Dogs use barking to communicate. If you listen to your dog’s bark you will note that he uses different kind of barks to communicate different things. Higher tone barks are usually associated with play, excitement and/or greeting of people or other dogs. Lower tone barks are usually associated with alerting, fear and/or aggression.
It is unreasonable to assume that you can eliminate barking. Dogs bark, it is what they do. Shock collars or bark collars that deliver an electric shock or unpleasant blast of liquid to barking dogs are inhumane because they are punishing a dog for communicating. The kindest way to modify barking is to reduce your dog’s motivation for barking.
Leaving a dog outside unsupervised is a recipe for boredom barking. Being social animals a bored dog is a lonely dog that is seeking interaction. The problem is, if you give the dog attention after he barks you have reinforced the barking! Instead it is much easier to supervise your dog while outside, wait for the dog to empty himself and then play a quick game and head back inside. This sequence of events sets your dog up to hurry up and empty himself quickly and reinforces this by playing a game.
Barking For Attention
‘Watch this!’ your dog says to himself before he starts barking for attention. As the owner’s face reddens with anger, the dog’s tail begins to wag. Eventually the owner barks, ‘quiet!!!!’ and the dog has got the attention he wanted, which works perfectly to maintain the barking behavior. The short demand for quiet even sounds like a bark to the dog, so now he thinks the owner is joining in. What fun!
Barking On Cue
To prevent this scenario, teach your dog to bark on cue by ringing your own doorbell. Most dogs will bark when you ring the door bell. If the dog does not bark when you ring the doorbell, do whatever else prompts barking. When the dog barks, click and treat the dog for barking. Repeat this, but this time say ‘speak’ immediately before you ring the doorbell. Do this 5 times. Now say ‘speak’ in an excited way and hopefully your dog will bark. If not go back to the last step a few more times.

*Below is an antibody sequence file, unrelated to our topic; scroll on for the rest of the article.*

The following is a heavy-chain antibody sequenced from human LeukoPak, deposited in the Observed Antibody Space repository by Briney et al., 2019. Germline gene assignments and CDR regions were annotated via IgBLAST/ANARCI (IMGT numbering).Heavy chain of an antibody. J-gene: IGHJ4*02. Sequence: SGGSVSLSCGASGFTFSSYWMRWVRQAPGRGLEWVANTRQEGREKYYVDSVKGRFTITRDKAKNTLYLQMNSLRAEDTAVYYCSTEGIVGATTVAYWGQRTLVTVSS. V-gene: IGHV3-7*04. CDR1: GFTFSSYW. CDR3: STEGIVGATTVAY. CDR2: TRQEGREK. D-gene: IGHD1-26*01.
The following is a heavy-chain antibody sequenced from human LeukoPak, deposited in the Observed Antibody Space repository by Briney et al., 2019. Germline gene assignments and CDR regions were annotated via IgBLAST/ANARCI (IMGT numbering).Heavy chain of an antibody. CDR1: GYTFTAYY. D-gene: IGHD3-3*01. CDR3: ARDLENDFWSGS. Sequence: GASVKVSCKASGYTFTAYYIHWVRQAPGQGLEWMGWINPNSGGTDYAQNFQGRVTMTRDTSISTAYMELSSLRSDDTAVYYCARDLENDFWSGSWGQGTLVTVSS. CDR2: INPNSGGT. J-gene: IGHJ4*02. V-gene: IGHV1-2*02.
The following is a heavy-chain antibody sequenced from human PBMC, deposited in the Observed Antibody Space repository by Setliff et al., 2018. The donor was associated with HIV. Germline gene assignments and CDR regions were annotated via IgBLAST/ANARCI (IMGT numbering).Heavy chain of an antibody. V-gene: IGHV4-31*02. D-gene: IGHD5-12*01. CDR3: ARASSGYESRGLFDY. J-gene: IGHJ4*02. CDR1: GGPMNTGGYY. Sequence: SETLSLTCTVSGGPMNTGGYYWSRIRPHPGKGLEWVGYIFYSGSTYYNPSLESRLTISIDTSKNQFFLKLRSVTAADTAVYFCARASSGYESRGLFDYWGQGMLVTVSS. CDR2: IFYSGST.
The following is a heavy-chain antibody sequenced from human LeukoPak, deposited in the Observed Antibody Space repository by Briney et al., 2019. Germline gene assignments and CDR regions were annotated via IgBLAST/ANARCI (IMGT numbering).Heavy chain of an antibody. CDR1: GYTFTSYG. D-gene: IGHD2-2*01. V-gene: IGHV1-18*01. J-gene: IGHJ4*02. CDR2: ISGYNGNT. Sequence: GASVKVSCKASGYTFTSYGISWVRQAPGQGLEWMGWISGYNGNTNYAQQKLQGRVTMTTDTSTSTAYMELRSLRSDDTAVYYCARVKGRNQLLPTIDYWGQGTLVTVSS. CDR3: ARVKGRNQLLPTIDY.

Barking To the Cue ‘Speak’
Now for the fun part!
Cue the dog to ‘speak’. The dog barks and this time after the bark say ‘quiet.’ The dog has no idea what this means, so he will STOP barking and give you a puzzled look. Click and treat! This is what you are really after. You want your dog to bark to alert you something is going on and then once you have checked it out, you can tell the dog to be quiet. From this moment on you will never click and treat your dog for ‘speak’ again, but only for ‘quiet’. Only being quiet gets the reward.
Calm is Quiet
In order to prevent excessive barking you want a calm and relaxed dog. The way to get that is to exercise your dog. Every dog is different. Some dogs need hours of exercise per day while others are happy with 10 minutes of full speed running. Others are happy with a walk around the block. Know how much exercise your dog needs and when he is tuckered out ask him to lay down. Observe your dog for signs of relaxation. When he relaxes, calmly give him a treat. Do not click. This is the one time we don’t want the startling effect of the clicker.
The idea here is to reinforce calm, because a calm dog is more likely to be a quiet dog.
Chew Toys as an Anti-Barking Tool
Another fabulous way to prevent barking is to provide your dog with different chew toys every few days. Just like us, dogs get bored with the same old stuff. Rotate your toys and chew toys by changing them out every few days and you will have done some great training to set the dog up for success.
If your dog barks and/or howls when you are gone, please tell your DogSmith, your dog may be suffering from separation anxiety. The behavior modification for separation anxiety is very different than for excessive barking.
If you own a Sheltie or a Terrier you are going to have to learn to live with some barking. Certain dogs are so genetically programmed to bark they even do so in their sleep.
Understanding why your dog is barking will help you set your dog up for success. In all training we want the dog to achieve success not failure. With barking this is especially true. It is also so much easier to prevent excessive barking then it is to fix it after the fact. Don’t take a quiet dog for granted; reinforce ‘quiet’ just like you do other behaviors.
Need help with barking. Contact your Local DogSmith